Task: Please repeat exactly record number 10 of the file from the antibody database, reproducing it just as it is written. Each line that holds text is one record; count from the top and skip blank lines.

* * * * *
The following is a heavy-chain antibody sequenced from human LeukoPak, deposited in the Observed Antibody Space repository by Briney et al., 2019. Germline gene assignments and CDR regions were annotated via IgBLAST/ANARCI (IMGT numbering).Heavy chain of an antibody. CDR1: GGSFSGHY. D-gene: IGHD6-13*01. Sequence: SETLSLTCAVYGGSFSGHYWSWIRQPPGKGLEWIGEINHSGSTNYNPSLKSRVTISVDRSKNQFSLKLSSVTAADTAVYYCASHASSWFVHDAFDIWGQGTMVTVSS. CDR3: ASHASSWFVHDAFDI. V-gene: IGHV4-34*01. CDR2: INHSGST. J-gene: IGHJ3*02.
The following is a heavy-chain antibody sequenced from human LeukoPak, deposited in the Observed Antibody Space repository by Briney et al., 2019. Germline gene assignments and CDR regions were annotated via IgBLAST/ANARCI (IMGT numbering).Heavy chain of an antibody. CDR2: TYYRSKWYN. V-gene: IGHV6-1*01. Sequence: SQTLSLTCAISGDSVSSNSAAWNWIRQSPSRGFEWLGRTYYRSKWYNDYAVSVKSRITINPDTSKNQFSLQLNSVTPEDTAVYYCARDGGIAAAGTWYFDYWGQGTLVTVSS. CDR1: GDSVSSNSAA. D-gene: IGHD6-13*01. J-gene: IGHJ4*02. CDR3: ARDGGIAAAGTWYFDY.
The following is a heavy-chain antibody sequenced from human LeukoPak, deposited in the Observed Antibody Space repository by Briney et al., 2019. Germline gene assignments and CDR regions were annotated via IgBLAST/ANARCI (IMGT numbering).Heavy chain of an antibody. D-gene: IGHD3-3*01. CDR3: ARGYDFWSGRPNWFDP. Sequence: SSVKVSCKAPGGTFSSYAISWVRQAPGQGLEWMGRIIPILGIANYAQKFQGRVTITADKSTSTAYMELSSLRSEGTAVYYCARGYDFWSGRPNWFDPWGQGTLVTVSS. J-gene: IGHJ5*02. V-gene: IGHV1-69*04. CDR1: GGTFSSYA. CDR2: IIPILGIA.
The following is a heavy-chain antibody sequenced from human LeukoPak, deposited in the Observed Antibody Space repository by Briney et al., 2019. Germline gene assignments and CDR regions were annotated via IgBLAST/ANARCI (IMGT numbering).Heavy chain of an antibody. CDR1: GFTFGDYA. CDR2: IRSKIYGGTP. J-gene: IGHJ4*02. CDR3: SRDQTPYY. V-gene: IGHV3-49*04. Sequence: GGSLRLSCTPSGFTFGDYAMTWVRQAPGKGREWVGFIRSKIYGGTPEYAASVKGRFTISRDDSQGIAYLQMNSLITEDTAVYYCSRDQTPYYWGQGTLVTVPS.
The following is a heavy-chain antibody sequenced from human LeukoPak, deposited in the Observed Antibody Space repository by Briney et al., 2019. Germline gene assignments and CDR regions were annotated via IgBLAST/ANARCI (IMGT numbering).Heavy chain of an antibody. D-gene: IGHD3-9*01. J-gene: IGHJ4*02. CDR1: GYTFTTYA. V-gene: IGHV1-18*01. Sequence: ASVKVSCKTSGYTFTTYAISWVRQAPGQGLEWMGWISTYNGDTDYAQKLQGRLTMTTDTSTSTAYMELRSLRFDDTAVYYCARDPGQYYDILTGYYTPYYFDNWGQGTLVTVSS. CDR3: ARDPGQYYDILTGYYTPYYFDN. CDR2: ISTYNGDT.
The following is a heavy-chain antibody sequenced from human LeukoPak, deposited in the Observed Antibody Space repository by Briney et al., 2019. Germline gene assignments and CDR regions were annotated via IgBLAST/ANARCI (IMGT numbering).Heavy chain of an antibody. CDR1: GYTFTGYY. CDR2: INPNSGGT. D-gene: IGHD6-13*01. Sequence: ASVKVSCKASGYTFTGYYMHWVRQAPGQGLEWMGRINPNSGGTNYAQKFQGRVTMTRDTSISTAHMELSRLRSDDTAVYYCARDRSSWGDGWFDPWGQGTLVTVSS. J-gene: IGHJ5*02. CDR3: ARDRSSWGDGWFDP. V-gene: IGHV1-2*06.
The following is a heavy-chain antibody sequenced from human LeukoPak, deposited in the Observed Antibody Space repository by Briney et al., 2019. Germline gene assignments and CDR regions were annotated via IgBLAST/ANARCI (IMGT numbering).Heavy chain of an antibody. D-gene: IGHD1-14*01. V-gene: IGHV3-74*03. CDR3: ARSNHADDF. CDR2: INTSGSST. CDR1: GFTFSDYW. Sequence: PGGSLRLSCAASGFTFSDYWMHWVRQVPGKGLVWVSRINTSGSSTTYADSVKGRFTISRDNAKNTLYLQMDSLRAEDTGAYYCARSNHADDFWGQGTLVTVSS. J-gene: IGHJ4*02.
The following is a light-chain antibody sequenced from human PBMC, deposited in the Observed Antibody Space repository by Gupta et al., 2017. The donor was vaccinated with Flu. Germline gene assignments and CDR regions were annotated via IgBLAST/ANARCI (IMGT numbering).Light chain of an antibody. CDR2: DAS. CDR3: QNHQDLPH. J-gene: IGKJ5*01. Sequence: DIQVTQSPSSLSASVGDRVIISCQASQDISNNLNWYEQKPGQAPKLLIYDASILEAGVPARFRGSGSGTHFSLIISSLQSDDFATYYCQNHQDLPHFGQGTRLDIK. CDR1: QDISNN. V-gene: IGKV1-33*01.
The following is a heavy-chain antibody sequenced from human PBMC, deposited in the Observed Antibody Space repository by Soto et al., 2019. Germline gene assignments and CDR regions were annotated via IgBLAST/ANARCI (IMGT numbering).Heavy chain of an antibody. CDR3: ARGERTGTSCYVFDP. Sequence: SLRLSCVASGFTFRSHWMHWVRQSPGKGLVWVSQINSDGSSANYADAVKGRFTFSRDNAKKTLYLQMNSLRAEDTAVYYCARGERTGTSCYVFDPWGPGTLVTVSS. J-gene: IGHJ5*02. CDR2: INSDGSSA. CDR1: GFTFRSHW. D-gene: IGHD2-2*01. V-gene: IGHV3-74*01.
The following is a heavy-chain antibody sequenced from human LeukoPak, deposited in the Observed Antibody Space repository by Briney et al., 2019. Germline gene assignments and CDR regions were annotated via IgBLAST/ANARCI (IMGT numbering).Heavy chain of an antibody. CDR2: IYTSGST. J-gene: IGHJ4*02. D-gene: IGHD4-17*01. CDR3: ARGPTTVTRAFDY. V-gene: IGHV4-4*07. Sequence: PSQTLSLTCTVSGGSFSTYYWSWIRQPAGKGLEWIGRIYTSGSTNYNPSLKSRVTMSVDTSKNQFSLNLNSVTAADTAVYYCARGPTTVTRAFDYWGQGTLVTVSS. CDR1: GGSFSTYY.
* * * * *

The following is a heavy-chain antibody sequenced from human LeukoPak, deposited in the Observed Antibody Space repository by Briney et al., 2019. Germline gene assignments and CDR regions were annotated via IgBLAST/ANARCI (IMGT numbering).Heavy chain of an antibody. CDR2: IYTSGST. J-gene: IGHJ4*02. D-gene: IGHD4-17*01. CDR3: ARGPTTVTRAFDY. V-gene: IGHV4-4*07. Sequence: PSQTLSLTCTVSGGSFSTYYWSWIRQPAGKGLEWIGRIYTSGSTNYNPSLKSRVTMSVDTSKNQFSLNLNSVTAADTAVYYCARGPTTVTRAFDYWGQGTLVTVSS. CDR1: GGSFSTYY.